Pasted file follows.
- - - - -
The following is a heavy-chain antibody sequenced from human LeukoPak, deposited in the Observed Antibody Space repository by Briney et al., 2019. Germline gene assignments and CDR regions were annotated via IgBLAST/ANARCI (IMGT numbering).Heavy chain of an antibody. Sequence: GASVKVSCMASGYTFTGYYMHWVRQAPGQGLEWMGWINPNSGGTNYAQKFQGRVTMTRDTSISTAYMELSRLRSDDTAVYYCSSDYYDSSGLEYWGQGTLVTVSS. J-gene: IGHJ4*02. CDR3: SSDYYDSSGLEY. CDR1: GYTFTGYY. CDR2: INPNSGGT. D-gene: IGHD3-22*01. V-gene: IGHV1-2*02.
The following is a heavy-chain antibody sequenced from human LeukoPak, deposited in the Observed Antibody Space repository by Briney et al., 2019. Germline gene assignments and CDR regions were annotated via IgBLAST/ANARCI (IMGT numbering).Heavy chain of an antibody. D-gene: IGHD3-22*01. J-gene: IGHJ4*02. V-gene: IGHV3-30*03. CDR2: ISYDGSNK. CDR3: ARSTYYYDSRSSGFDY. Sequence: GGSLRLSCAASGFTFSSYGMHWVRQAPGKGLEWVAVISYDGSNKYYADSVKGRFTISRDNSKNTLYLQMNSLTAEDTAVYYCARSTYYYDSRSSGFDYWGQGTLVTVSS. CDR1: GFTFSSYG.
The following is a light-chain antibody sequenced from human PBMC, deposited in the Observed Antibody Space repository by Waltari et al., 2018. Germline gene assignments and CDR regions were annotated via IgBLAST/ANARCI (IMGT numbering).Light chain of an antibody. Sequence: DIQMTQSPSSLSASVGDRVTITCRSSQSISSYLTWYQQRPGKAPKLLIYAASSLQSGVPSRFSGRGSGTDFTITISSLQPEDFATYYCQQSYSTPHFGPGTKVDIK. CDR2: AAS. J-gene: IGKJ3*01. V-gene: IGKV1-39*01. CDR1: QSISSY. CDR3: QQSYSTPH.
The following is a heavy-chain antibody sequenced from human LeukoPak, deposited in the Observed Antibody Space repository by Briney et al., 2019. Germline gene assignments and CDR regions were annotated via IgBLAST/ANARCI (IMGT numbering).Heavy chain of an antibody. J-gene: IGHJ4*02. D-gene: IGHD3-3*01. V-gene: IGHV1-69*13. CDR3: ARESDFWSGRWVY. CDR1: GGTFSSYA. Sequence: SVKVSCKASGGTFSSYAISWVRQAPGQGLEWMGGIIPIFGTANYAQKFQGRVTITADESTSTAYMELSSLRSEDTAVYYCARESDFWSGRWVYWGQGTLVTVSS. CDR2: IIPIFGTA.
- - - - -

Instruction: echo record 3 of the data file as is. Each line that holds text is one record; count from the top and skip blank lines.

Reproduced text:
The following is a light-chain antibody sequenced from human PBMC, deposited in the Observed Antibody Space repository by Waltari et al., 2018. Germline gene assignments and CDR regions were annotated via IgBLAST/ANARCI (IMGT numbering).Light chain of an antibody. Sequence: DIQMTQSPSSLSASVGDRVTITCRSSQSISSYLTWYQQRPGKAPKLLIYAASSLQSGVPSRFSGRGSGTDFTITISSLQPEDFATYYCQQSYSTPHFGPGTKVDIK. CDR2: AAS. J-gene: IGKJ3*01. V-gene: IGKV1-39*01. CDR1: QSISSY. CDR3: QQSYSTPH.